Background

In 1987, an archaeological excavation took place in downtown San Luis
Obispo, California. The excavation was part of the construction of a new
downtown parking garage, located in the heart of the old 1870's
Chinatown. The excavation uncovered features and artifacts from both the
Mission (1820's) and Chinese (1870's) periods. Approximately 5 tons of
artifacts were recovered.

The Project

In 1997, the City of San Luis Obispo enlisted the help of archaeologist Dr.
John Parker and a decision was made to allow the public to have a major
hand in sorting and cataloging the collection.

Parker & Associates Archaeological Research took on this project
primarily because Dr. Parker saw it as a way of increasing public
awareness in local history and archaeology.  Parker had spent 20 years
conducting volunteer public awareness and interpretation programs in
archaeology, mostly for the State Park System.

A Public/Private Partnership

The City of San Luis Obispo, Cal Poly, and Archaeological Research formed
a partnership to undertake the Chinatown Archaeological Research
Project. The San Luis Obispo County Archaeological Society and the City's
Cultural Heritage Commission helped get the project off the ground.

Cal Poly provided a lab facility during the first few years and the City
provided funds for startup, coordination, and limited analysis. Parker &
Associates Archaeological Research provided training and technical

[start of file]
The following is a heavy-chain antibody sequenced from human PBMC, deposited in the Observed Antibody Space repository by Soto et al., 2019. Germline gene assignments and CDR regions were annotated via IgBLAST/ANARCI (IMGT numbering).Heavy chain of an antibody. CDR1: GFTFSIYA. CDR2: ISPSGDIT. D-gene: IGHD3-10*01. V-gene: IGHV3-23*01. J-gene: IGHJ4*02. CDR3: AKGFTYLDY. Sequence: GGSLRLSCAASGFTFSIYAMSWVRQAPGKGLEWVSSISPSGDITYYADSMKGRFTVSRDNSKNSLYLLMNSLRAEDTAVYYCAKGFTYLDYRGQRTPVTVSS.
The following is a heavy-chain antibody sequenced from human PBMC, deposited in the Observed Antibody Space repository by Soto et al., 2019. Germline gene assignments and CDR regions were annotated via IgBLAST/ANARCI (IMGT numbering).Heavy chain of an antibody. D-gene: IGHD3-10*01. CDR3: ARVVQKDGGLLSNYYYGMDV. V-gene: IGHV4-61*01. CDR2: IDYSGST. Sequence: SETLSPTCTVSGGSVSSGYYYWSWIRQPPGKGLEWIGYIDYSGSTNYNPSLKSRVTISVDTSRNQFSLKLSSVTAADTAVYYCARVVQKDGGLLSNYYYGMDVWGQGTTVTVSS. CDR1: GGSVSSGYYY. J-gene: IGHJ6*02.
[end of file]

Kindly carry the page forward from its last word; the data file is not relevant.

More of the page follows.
specialists to run the project. But the most important part of the
partnership were the volunteers.

Between 1997 and 2007 about 250 volunteers worked on the project.  An
average of 300 volunteer hours a month were devoted to sorting, piecing
together, and studying the tons of artifacts.

Although the volunteers came from all backgrounds and interests, the one
thing that seemed to bind them all together was a keen interest in local
history and a fascination with archaeology.

Technical Directors

The technical direction is being driven by 5 experts:

Roberta Greenwood (Pacific Palisades) is a specialist in Chinese
archaeological materials.

Sherri Gust (Pasadena) is a specialist in studying archaeological bone
remains. She is being assisted by Ken Gobalet at Cal State Bakersfield.

Dr. Robert Hoover (San Luis Obispo) is a specialist in Mission period
archaeology.

Dr. John Parker (Lucerne) is a specialist in historic and prehistoric
archaeology and serves as the project coordinator.

Conclusion

In addition to breaking new ground in the area of public participation,
this archaeology project is filling in the many blank pages in San Luis
Obispo's history. Due to prejudice and bigotry in the late 1800's, the many
civic and economic accomplishments of the Chinese community were
completely left out of local and regional history books. Finally, 100 years
later, these accomplishments are coming to light and being appreciated.
Site maintained as a public service by Archaeological Research, PO Box 1353, Lucerne, CA 95458.
Contact: dr.john@wolfcreekarcheology.com
The Chinatown Project
History and Prehistory of Lake County
and Beyond
Stoneware
Wu Bowls
Adornment
Opium Use
Historic Features
1987 excavation at the Palm Street block
Aerial shot of 1987 excavation.
The Cal Poly archaeology lab in full swing
Cal Poly San Luis Obsipo allows the project to transform an old poultry lab into an archaeology lab
Dr. Parker sorts and pieces together Chinese stoneware
Dr. Parker trains and assists volunteers clean artifacts
The sorting table for Chinese Four Seasons dinnerware
Click here for a detailed outline of 17 years of lab and public
awareness work that has gone into this project.